United States District Court, M.D. Louisiana
PATRICK NKANSAH, ET AL.
EDGAR A. MARTINEZ, ET AL.
RICHARD L. BOURGEOIS, JR.MAGISTRATE JUDGE
RULING AND ORDER ON DEFENDANTS' MOTION IN LIMINE
TO EXCLUDE EXPERT REPORT AND TESTIMONY OF LAURA
W. deGRAVELLES JUDGE
the Court is the motion by defendant Depositors Insurance
Company (“Depositors”) to exclude the expert
report and testimony of Laura Schexnayder. (Doc. 52.) The
motion is opposed by plaintiff Patrick Nkansah
“Plaintiff””). (Doc. 66.) A reply
memorandum has been filed in support of the motion. (Doc.
72.) For the reasons which follow, the motion is granted in
part and denied in part.
suit arises out of a motor vehicle accident between two
tractor-trailer vehicles, one being driven by Plaintiff and
the other driven by defendant Edgar A. Martinez
(“Martinez”). Plaintiffs allege Martinez was at
fault in the accident. (Docs. 1-3, 9 and 11.) Also sued is
Depositors as the insurer for Martinez. Liability for the
accident is disputed. (Docs. 4, 10 and 11.) The case was
removed to this Court based on diversity of citizenship
jurisdiction. (Doc. 1.)
Plaintiffs' First Supplemental and Amending Complaint for
Damages, Nkansah alleges he suffered damages in the form of
physical and mental anguish, pain and suffering, as well as
loss of income caused by his alleged “inability to
drive [a] truck.” (Doc. 9 ¶ 7.) In support of this
claim for economic losses, Plaintiffs offer the expert report
and testimony of bookkeeper and tax preparer Laura
Schexnayder, the manager of a tax services company. It is the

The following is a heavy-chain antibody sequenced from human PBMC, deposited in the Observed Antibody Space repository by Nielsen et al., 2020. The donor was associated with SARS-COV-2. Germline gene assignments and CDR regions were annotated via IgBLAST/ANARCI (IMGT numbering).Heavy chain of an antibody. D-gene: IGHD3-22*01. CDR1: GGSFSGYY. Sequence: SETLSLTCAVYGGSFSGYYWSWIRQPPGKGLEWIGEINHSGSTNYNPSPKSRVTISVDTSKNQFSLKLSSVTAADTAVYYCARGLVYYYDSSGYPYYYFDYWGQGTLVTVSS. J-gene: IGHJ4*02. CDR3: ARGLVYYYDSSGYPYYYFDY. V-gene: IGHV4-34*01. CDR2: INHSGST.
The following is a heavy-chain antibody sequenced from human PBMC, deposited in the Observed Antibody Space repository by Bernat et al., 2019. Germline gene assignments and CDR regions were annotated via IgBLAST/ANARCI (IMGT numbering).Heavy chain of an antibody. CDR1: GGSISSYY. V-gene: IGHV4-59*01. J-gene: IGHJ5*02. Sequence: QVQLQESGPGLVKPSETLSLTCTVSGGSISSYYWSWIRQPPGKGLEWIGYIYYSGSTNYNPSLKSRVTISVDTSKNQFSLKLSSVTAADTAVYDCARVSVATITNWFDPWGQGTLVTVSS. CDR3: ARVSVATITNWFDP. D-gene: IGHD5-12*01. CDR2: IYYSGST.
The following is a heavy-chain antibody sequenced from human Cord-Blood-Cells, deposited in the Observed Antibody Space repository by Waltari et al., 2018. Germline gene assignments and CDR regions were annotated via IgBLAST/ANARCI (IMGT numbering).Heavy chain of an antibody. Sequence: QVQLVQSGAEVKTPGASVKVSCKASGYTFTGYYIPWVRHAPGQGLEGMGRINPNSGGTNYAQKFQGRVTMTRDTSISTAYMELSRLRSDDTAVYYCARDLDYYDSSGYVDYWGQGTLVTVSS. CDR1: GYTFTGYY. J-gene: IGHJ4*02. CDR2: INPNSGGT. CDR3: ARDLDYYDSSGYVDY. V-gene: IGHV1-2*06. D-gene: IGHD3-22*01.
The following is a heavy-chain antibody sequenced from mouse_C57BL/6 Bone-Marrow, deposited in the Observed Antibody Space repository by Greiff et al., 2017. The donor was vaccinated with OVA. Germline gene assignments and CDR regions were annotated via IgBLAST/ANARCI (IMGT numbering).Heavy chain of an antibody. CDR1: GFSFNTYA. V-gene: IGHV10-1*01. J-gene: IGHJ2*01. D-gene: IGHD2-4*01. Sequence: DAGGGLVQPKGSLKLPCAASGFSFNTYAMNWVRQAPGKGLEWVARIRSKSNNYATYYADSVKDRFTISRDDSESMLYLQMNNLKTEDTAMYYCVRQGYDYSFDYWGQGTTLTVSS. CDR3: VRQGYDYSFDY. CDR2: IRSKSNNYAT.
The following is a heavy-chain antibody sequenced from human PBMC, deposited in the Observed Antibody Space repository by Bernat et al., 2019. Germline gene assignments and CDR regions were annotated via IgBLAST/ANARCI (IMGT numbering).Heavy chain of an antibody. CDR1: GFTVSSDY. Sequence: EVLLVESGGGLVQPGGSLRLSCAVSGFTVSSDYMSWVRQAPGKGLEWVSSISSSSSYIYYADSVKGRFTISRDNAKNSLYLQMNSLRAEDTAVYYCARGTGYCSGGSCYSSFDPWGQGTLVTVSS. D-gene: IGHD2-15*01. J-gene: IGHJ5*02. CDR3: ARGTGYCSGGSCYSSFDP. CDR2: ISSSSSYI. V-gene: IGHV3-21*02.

report, affidavit and deposition testimony of Ms. Schexnayder
that is the subject of the present motion.
SUMMARY OF ARGUMENT OF THE PARTIES
argues that the Court should exclude the testimony and report
of Ms. Schexnayder because (1) the report is deficient and
does not comply with the requirements of Federal Rule of
Civil Procedure 26(a)(2)(B) (Doc. 52-1 at 4, 12-13); (2) she
is not qualified to be an expert, (id. at 4, 13-14);
and (3) she did not employ proper scientific or technical
methodology, (id. at 4, 14-16).
responds that Schexnayder's training and practical and
professional experience qualify her to render the proffered
opinions, that her opinions as expressed in her report,
affidavit and discovery deposition are sufficient to meet the
requirements of Rule 26, and her opinions are supported by a
sufficient methodology. (Doc. 66-1.) He offers her affidavit
with more detailed information about Schexnayder's
qualifications and opinions. (Doc. 66-2.)
replies that her qualifications “have nothing to do
with her opinions in this case” (Doc. 72 at 1-2) and
her testimony does not require scientific, technical or other
specialized knowledge that will help the jury understand the
evidence or determine a fact in issue. (Id. at 2.)
Further, Depositors challenges Schexnayder's affidavit as
the product of the leading questions of Plaintiffs'
counsel which is contradicted by her deposition testimony.
(Id. at 3-5.)
details of the parties' arguments will be addressed in
the Court's ruling.
to Rule 702, “a witness who is qualified as an expert